The parallels between the Cheney and Dean task forces are many.

Both declined to open their deliberations, even under pressure from legislators. Both received input from the energy industry in private meetings, and released the names of task force members publicly.
And, of course, Dean has sealed his Gubernatorial records for 10 years. Far longer than is usual for a governor. Why? Because he wants to prevent "anything embarrassing appearing in the papers at a critical time in any future endeavor." That's not my interpretation...those are his words.

If this keeps up, what will Howard Dean have left with which to attack Bush? He's losing his credibility in areas in which Bush is vulnerable.

Note: I'm perfectly willing to accept his explanation as reasonable. I just point it out to note the hypocrisy of holding a different standard to the opposing party. Dean is not guilty of public dishonesty...he's guilty of intellectual dishonesty.

(link via Pejman)

Fight or die.... 

Dale Franks, on pacifism....
Frankly, I reject the idea that pacifism, as a philosophy has any claim whatsoever to moral supremacy. Actually, I'll even go farther than that.

Pacifism, as a philosophy, is inherently evil. At the very least it is a knowing enabler of evil.
Along those lines, Donald Sensing had a very interesting discussion of the real meaning of "turn the other cheek" a bit back. Excerpt....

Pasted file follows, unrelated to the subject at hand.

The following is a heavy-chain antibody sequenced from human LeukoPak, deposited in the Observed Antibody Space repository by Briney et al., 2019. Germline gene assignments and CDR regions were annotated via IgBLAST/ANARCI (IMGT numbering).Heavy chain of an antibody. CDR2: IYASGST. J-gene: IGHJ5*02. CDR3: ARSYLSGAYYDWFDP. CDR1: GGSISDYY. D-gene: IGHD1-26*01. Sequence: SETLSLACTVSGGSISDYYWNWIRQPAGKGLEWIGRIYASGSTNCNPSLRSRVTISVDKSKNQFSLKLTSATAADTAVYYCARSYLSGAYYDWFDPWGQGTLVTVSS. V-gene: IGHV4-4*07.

Jesus' advice to turn the other, or left, cheek to be struck is loaded with symbolic meaning. It is certainly not advice to be submissive to evil. It has at least two loaded meanings:

* I deny that I am inferior to you and I demand you acknowledge me as your equal by striking me a forehand blow, and

* as your equal, I have the right to strike you back.

Turning the other cheek actually could well have been Jesus' admonishment to the people under oppression by the Romans and class structures to stop being passive and start resisting, but never to be the aggressor and to provide an opportunity for the oppressor to ponder the evil of his ways.
His interpretation makes sense, in context. Jesus certainly resisted, at times. (ie: the moneychangers in the temple)

Dale Franks concludes....

The only thing required for evil to win is, as the famous aphorism goes, for good men to do nothing. Pacifism is good men doing nothing writ large.